The Open University Project
The Open University Project works to encourage, enable, and defend university-based teaching, learning, and discussion on matters of particular contention. The Project's main purpose is to nourish a diverse intellectual community in which teaching, learning, and academic research flourish, where any particular intellectual orthodoxy is eschewed, and where we encounter and encourage ideas that challenge settled notions of truth. The Project strongly condemns legislative efforts that would censure, or worse criminalize, student protest or disruption on campus, or that threaten to defund student groups or faculty research and participation in professional organizations on account of the political positions those students, faculty, or organizations have taken on matters of public concern. The effect of these measures would be to radically undermine the robust campus environment where ideas are hotly debated, contested, and argued in the name of eliminating any “disturbance.” Efforts to vanquishing disturbance from our campus mirror similar policies that impose civility norms on academic inquiry and debate. In the Project's view, one of the primary aims and methods of a liberal arts education is to disturb well-settled beliefs, opinions, and notions of truth through reasoned and rigorous interrogation.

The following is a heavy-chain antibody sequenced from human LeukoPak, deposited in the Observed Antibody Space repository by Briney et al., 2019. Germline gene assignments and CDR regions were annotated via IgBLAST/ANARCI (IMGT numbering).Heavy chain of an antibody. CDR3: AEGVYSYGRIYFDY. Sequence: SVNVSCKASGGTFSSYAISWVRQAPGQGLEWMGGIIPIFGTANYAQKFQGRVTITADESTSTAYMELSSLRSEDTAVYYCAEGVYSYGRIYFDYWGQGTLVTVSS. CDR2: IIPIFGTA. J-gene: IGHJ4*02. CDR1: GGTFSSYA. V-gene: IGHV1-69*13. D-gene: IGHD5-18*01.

One of the focuses of the Open University Project is the history and politics of Israel/Palestine. Led by prominent faculty with expertise in Middle East studies, as well as student leaders and activists, the Open University Project utilizes scholarly analysis to explore the terms and meanings of political Zionism, the tensions inherent in the founding of Israel as a Jewish and democratic state, and the nature of Palestinian claims to sovereignty and self-determination. In addition to the development of study materials that explore these challenging issues of ethics, politics and law, the Open University Project works to defend academic freedom and to resist censorship of or orthodoxy toward particular viewpoints on notions of dispossession, belonging, and justice in Israel/Palestine.
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